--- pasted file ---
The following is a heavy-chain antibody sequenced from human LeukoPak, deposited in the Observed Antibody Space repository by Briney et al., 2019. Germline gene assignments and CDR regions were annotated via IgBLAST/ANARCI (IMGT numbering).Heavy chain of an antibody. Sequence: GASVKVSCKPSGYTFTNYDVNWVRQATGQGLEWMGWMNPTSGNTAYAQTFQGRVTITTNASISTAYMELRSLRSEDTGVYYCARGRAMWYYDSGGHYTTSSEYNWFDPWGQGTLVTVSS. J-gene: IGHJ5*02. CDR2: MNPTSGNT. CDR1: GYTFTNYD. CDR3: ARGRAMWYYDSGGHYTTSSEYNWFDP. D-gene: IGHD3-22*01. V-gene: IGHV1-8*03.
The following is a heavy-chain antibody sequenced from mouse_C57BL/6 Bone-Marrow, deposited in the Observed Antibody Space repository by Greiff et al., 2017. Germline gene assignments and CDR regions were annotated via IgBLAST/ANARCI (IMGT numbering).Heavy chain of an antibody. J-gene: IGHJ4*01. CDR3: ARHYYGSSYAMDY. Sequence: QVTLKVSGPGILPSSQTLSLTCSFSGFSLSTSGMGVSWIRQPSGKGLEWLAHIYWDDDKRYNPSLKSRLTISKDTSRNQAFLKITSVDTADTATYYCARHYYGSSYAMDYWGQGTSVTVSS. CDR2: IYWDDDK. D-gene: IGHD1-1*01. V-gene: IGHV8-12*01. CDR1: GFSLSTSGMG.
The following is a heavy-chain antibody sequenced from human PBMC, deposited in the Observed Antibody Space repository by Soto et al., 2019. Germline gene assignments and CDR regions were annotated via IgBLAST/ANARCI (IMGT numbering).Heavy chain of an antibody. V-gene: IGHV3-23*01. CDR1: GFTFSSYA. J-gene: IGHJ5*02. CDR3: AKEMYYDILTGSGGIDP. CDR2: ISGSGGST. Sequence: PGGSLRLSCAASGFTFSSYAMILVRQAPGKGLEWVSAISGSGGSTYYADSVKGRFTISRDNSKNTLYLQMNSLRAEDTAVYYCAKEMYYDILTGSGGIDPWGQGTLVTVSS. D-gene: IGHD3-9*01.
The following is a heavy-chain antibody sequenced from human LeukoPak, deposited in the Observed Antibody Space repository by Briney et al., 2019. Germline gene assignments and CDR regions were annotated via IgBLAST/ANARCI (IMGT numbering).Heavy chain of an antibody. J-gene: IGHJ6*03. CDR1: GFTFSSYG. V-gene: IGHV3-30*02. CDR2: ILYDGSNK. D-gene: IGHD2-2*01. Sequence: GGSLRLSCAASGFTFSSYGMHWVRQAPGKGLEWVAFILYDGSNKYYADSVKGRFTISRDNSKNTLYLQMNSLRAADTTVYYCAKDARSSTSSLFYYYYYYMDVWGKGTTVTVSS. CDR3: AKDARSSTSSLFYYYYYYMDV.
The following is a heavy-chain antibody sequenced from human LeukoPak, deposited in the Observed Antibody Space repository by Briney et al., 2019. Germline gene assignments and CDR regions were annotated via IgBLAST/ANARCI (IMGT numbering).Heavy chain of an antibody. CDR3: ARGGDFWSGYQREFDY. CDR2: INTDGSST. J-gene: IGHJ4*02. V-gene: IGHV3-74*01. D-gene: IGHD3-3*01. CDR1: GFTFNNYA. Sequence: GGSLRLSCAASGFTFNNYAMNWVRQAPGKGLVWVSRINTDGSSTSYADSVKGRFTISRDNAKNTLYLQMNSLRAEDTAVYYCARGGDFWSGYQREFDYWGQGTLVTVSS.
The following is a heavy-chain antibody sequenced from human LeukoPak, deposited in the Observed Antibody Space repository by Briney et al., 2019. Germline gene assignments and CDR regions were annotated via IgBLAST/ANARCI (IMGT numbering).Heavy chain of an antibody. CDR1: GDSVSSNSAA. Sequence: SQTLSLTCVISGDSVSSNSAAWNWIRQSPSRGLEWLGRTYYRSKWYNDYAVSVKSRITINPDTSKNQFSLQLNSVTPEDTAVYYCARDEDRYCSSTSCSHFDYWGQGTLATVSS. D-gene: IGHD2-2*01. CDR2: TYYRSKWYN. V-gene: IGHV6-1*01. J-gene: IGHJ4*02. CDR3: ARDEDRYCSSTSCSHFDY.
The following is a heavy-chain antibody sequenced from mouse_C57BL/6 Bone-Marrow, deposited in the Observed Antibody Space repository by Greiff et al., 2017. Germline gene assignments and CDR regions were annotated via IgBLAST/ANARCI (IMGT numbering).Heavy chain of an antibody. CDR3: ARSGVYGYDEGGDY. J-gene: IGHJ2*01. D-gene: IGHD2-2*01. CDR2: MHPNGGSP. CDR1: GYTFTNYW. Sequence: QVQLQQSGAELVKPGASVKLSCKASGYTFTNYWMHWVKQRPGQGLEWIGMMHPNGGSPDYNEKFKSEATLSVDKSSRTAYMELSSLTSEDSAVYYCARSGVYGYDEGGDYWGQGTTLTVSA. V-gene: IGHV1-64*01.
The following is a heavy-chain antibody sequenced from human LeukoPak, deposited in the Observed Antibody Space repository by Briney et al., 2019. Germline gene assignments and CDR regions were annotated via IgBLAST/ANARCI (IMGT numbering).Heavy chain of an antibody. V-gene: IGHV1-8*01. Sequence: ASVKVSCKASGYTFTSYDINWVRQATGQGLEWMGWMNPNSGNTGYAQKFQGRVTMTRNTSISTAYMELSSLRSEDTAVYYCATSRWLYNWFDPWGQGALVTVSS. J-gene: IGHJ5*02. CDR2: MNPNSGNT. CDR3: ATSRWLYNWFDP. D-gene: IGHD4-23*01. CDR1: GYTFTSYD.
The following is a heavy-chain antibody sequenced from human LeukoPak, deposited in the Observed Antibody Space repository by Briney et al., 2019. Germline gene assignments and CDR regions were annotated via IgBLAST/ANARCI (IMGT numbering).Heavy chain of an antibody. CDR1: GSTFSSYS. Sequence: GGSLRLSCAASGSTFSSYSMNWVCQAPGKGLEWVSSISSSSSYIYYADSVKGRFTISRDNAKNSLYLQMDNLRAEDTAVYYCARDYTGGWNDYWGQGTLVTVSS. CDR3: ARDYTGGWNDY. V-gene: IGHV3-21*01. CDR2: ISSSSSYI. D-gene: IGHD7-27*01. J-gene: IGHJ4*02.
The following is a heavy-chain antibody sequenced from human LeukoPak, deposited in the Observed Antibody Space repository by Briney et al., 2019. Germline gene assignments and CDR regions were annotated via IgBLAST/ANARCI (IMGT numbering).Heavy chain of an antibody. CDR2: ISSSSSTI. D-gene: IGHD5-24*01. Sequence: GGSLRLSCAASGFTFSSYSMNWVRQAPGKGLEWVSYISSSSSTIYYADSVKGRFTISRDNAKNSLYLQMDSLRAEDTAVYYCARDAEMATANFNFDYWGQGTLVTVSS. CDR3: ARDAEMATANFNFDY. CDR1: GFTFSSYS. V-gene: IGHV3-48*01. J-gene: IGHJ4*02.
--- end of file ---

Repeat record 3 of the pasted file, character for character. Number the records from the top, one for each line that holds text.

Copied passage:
The following is a heavy-chain antibody sequenced from human PBMC, deposited in the Observed Antibody Space repository by Soto et al., 2019. Germline gene assignments and CDR regions were annotated via IgBLAST/ANARCI (IMGT numbering).Heavy chain of an antibody. V-gene: IGHV3-23*01. CDR1: GFTFSSYA. J-gene: IGHJ5*02. CDR3: AKEMYYDILTGSGGIDP. CDR2: ISGSGGST. Sequence: PGGSLRLSCAASGFTFSSYAMILVRQAPGKGLEWVSAISGSGGSTYYADSVKGRFTISRDNSKNTLYLQMNSLRAEDTAVYYCAKEMYYDILTGSGGIDPWGQGTLVTVSS. D-gene: IGHD3-9*01.